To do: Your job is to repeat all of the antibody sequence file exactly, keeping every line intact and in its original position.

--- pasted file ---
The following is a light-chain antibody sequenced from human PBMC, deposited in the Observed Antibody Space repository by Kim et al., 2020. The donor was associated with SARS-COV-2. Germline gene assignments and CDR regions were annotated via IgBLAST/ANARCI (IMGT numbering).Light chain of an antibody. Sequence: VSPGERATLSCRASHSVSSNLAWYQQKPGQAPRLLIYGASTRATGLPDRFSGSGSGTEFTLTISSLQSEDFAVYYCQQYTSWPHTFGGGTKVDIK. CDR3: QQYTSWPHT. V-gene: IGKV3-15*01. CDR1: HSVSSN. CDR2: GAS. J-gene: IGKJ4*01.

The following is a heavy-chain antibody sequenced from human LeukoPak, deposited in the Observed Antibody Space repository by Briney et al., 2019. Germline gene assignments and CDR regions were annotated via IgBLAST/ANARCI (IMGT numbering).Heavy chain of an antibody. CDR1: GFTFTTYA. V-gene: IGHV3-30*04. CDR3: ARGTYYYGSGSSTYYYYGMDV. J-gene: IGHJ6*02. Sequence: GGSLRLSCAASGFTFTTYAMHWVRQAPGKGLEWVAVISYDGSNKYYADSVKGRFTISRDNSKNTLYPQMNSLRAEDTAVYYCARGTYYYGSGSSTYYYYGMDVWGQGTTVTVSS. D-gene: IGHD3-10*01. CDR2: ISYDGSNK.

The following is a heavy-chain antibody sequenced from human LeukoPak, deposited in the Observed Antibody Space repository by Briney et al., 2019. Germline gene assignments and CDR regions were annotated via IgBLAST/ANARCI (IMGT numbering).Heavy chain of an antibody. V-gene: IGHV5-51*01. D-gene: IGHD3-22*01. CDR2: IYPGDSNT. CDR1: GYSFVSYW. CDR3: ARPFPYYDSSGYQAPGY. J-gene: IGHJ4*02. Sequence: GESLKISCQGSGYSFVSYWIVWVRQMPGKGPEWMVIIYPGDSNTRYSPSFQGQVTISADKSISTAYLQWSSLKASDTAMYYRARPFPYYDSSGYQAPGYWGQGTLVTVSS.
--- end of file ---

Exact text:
The following is a light-chain antibody sequenced from human PBMC, deposited in the Observed Antibody Space repository by Kim et al., 2020. The donor was associated with SARS-COV-2. Germline gene assignments and CDR regions were annotated via IgBLAST/ANARCI (IMGT numbering).Light chain of an antibody. Sequence: VSPGERATLSCRASHSVSSNLAWYQQKPGQAPRLLIYGASTRATGLPDRFSGSGSGTEFTLTISSLQSEDFAVYYCQQYTSWPHTFGGGTKVDIK. CDR3: QQYTSWPHT. V-gene: IGKV3-15*01. CDR1: HSVSSN. CDR2: GAS. J-gene: IGKJ4*01.

The following is a heavy-chain antibody sequenced from human LeukoPak, deposited in the Observed Antibody Space repository by Briney et al., 2019. Germline gene assignments and CDR regions were annotated via IgBLAST/ANARCI (IMGT numbering).Heavy chain of an antibody. CDR1: GFTFTTYA. V-gene: IGHV3-30*04. CDR3: ARGTYYYGSGSSTYYYYGMDV. J-gene: IGHJ6*02. Sequence: GGSLRLSCAASGFTFTTYAMHWVRQAPGKGLEWVAVISYDGSNKYYADSVKGRFTISRDNSKNTLYPQMNSLRAEDTAVYYCARGTYYYGSGSSTYYYYGMDVWGQGTTVTVSS. D-gene: IGHD3-10*01. CDR2: ISYDGSNK.

The following is a heavy-chain antibody sequenced from human LeukoPak, deposited in the Observed Antibody Space repository by Briney et al., 2019. Germline gene assignments and CDR regions were annotated via IgBLAST/ANARCI (IMGT numbering).Heavy chain of an antibody. V-gene: IGHV5-51*01. D-gene: IGHD3-22*01. CDR2: IYPGDSNT. CDR1: GYSFVSYW. CDR3: ARPFPYYDSSGYQAPGY. J-gene: IGHJ4*02. Sequence: GESLKISCQGSGYSFVSYWIVWVRQMPGKGPEWMVIIYPGDSNTRYSPSFQGQVTISADKSISTAYLQWSSLKASDTAMYYRARPFPYYDSSGYQAPGYWGQGTLVTVSS.